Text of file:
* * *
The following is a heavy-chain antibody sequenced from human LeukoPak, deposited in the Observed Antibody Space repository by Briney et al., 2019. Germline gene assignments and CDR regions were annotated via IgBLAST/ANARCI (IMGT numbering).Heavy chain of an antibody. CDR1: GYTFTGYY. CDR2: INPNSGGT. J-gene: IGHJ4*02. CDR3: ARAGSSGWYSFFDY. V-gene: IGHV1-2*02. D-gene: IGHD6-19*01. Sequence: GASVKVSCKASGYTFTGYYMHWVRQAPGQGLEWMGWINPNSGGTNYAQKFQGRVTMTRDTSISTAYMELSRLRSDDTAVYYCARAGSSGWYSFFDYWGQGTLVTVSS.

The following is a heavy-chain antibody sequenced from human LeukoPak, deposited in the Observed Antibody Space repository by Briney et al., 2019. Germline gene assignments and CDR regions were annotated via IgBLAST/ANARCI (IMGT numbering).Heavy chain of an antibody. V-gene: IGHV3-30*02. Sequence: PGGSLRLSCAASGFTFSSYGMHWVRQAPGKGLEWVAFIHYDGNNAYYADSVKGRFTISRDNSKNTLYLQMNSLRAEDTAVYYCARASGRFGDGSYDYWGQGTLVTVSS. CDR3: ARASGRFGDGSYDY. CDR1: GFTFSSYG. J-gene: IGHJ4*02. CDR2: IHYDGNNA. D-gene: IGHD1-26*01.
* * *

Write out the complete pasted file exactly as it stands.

The following is a heavy-chain antibody sequenced from human LeukoPak, deposited in the Observed Antibody Space repository by Briney et al., 2019. Germline gene assignments and CDR regions were annotated via IgBLAST/ANARCI (IMGT numbering).Heavy chain of an antibody. CDR1: GYTFTGYY. CDR2: INPNSGGT. J-gene: IGHJ4*02. CDR3: ARAGSSGWYSFFDY. V-gene: IGHV1-2*02. D-gene: IGHD6-19*01. Sequence: GASVKVSCKASGYTFTGYYMHWVRQAPGQGLEWMGWINPNSGGTNYAQKFQGRVTMTRDTSISTAYMELSRLRSDDTAVYYCARAGSSGWYSFFDYWGQGTLVTVSS.

The following is a heavy-chain antibody sequenced from human LeukoPak, deposited in the Observed Antibody Space repository by Briney et al., 2019. Germline gene assignments and CDR regions were annotated via IgBLAST/ANARCI (IMGT numbering).Heavy chain of an antibody. V-gene: IGHV3-30*02. Sequence: PGGSLRLSCAASGFTFSSYGMHWVRQAPGKGLEWVAFIHYDGNNAYYADSVKGRFTISRDNSKNTLYLQMNSLRAEDTAVYYCARASGRFGDGSYDYWGQGTLVTVSS. CDR3: ARASGRFGDGSYDY. CDR1: GFTFSSYG. J-gene: IGHJ4*02. CDR2: IHYDGNNA. D-gene: IGHD1-26*01.